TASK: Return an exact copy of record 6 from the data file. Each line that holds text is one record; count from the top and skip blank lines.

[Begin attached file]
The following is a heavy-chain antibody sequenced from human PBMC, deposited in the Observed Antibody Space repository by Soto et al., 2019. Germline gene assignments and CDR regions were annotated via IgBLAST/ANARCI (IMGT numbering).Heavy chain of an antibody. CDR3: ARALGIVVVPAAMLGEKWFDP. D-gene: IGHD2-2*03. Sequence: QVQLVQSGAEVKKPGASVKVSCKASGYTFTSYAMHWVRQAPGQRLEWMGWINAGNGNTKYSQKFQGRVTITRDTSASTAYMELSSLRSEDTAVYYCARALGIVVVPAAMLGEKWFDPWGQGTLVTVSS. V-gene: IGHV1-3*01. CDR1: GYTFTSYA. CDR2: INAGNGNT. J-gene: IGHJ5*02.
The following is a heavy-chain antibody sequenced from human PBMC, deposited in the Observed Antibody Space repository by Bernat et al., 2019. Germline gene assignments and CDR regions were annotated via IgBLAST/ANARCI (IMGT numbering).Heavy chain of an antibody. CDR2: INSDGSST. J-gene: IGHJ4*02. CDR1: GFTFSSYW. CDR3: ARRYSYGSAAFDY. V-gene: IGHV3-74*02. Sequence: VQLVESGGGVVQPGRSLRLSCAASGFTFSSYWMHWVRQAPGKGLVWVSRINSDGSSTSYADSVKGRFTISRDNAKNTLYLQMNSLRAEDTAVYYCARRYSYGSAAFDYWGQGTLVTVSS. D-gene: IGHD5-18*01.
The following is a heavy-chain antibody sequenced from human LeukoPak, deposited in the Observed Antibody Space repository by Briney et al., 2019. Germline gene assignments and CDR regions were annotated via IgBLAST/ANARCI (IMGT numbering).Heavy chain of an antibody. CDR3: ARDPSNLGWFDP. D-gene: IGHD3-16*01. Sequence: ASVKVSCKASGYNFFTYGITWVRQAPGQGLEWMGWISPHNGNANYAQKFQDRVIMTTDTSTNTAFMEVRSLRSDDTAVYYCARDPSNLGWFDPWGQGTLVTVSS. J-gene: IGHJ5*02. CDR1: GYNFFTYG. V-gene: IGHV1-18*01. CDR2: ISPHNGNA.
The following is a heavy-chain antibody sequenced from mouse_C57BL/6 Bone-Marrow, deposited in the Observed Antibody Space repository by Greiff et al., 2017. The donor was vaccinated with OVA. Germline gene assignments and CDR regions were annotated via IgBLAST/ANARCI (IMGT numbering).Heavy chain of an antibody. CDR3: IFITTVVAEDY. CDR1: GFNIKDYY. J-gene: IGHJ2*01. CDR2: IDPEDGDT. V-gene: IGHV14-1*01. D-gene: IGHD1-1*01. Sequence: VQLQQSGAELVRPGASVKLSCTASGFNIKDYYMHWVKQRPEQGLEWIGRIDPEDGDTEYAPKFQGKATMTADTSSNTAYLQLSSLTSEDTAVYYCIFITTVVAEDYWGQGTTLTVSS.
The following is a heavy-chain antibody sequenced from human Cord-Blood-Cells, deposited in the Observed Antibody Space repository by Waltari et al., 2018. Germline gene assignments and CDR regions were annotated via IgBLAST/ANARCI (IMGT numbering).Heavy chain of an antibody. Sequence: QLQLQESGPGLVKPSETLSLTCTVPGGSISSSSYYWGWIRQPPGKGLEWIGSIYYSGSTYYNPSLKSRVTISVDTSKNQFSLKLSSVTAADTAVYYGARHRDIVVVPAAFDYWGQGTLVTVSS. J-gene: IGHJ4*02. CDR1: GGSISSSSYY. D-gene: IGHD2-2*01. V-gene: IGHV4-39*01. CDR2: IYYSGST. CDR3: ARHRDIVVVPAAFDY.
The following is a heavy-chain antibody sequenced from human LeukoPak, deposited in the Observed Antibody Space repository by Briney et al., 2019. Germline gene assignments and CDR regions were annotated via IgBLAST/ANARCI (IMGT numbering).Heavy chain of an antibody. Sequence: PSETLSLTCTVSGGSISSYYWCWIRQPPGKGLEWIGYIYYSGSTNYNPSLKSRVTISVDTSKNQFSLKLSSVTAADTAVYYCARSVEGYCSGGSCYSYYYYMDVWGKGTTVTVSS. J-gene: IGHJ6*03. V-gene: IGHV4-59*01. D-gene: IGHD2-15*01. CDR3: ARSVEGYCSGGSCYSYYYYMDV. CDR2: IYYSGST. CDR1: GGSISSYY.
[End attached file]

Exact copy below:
The following is a heavy-chain antibody sequenced from human LeukoPak, deposited in the Observed Antibody Space repository by Briney et al., 2019. Germline gene assignments and CDR regions were annotated via IgBLAST/ANARCI (IMGT numbering).Heavy chain of an antibody. Sequence: PSETLSLTCTVSGGSISSYYWCWIRQPPGKGLEWIGYIYYSGSTNYNPSLKSRVTISVDTSKNQFSLKLSSVTAADTAVYYCARSVEGYCSGGSCYSYYYYMDVWGKGTTVTVSS. J-gene: IGHJ6*03. V-gene: IGHV4-59*01. D-gene: IGHD2-15*01. CDR3: ARSVEGYCSGGSCYSYYYYMDV. CDR2: IYYSGST. CDR1: GGSISSYY.